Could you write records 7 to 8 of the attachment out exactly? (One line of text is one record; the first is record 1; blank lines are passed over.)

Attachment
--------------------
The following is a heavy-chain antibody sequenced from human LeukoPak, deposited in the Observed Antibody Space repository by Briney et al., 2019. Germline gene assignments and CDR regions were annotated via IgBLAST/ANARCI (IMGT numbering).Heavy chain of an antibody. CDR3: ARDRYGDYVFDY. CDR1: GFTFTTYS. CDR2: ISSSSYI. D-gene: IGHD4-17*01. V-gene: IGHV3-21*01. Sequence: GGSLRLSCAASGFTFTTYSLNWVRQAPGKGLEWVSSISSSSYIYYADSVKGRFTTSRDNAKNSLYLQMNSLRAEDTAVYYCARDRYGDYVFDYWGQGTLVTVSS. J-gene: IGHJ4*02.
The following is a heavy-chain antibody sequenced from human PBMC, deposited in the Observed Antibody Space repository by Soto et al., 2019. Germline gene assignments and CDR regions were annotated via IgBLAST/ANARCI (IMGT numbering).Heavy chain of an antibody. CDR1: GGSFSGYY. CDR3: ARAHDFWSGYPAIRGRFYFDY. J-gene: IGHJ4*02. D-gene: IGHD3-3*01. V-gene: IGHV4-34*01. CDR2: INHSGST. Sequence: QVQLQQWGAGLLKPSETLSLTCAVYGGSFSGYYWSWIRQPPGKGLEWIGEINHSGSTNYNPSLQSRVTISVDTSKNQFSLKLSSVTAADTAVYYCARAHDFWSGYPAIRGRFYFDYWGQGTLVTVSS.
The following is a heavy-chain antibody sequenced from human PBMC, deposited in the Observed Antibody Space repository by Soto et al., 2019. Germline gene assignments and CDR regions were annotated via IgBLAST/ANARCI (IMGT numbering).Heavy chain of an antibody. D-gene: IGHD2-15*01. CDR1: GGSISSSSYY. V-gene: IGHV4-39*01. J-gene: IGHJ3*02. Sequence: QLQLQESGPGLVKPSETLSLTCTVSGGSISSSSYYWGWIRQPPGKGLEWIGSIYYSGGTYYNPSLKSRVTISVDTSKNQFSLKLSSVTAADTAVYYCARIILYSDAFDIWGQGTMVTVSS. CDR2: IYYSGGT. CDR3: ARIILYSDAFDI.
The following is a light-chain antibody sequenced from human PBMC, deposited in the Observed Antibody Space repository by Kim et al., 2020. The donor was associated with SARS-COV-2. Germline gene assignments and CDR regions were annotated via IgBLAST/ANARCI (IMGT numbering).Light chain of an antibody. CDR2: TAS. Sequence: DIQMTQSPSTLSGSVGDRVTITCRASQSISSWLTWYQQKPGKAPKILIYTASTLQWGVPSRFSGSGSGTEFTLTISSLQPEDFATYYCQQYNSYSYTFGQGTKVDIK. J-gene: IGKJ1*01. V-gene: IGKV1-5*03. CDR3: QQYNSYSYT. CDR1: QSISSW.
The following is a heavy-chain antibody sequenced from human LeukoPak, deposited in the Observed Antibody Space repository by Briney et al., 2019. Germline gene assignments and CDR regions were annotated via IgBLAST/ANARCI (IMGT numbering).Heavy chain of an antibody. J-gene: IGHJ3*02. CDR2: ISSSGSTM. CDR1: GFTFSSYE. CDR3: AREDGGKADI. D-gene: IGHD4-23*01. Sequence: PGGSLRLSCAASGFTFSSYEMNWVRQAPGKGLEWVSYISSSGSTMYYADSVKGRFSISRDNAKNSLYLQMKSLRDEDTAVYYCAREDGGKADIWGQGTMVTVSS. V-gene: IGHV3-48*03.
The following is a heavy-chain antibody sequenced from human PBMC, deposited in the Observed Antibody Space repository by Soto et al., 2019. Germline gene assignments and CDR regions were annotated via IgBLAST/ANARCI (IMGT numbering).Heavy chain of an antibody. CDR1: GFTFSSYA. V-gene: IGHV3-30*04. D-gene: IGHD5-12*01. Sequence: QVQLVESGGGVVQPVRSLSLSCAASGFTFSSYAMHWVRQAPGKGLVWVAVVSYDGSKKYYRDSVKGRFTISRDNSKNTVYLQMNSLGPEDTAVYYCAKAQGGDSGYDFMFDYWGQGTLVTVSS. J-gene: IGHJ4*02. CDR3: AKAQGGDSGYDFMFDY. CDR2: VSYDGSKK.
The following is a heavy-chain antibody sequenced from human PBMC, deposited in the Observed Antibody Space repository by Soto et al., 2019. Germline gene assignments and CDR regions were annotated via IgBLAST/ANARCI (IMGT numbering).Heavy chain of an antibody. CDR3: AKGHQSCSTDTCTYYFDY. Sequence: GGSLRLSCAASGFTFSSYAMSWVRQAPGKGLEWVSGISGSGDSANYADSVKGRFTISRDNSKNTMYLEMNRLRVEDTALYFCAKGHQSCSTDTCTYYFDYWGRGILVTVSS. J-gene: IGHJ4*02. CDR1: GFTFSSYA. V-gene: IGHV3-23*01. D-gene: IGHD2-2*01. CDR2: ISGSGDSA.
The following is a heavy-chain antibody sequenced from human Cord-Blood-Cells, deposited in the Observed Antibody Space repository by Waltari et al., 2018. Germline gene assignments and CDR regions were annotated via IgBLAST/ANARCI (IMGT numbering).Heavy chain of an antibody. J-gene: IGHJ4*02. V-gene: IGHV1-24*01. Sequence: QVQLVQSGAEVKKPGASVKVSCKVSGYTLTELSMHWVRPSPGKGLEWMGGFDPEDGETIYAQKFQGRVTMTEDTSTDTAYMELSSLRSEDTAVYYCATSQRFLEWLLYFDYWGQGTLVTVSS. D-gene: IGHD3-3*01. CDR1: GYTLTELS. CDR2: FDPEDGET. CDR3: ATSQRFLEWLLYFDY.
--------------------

The following is a heavy-chain antibody sequenced from human PBMC, deposited in the Observed Antibody Space repository by Soto et al., 2019. Germline gene assignments and CDR regions were annotated via IgBLAST/ANARCI (IMGT numbering).Heavy chain of an antibody. CDR3: AKGHQSCSTDTCTYYFDY. Sequence: GGSLRLSCAASGFTFSSYAMSWVRQAPGKGLEWVSGISGSGDSANYADSVKGRFTISRDNSKNTMYLEMNRLRVEDTALYFCAKGHQSCSTDTCTYYFDYWGRGILVTVSS. J-gene: IGHJ4*02. CDR1: GFTFSSYA. V-gene: IGHV3-23*01. D-gene: IGHD2-2*01. CDR2: ISGSGDSA.
The following is a heavy-chain antibody sequenced from human Cord-Blood-Cells, deposited in the Observed Antibody Space repository by Waltari et al., 2018. Germline gene assignments and CDR regions were annotated via IgBLAST/ANARCI (IMGT numbering).Heavy chain of an antibody. J-gene: IGHJ4*02. V-gene: IGHV1-24*01. Sequence: QVQLVQSGAEVKKPGASVKVSCKVSGYTLTELSMHWVRPSPGKGLEWMGGFDPEDGETIYAQKFQGRVTMTEDTSTDTAYMELSSLRSEDTAVYYCATSQRFLEWLLYFDYWGQGTLVTVSS. D-gene: IGHD3-3*01. CDR1: GYTLTELS. CDR2: FDPEDGET. CDR3: ATSQRFLEWLLYFDY.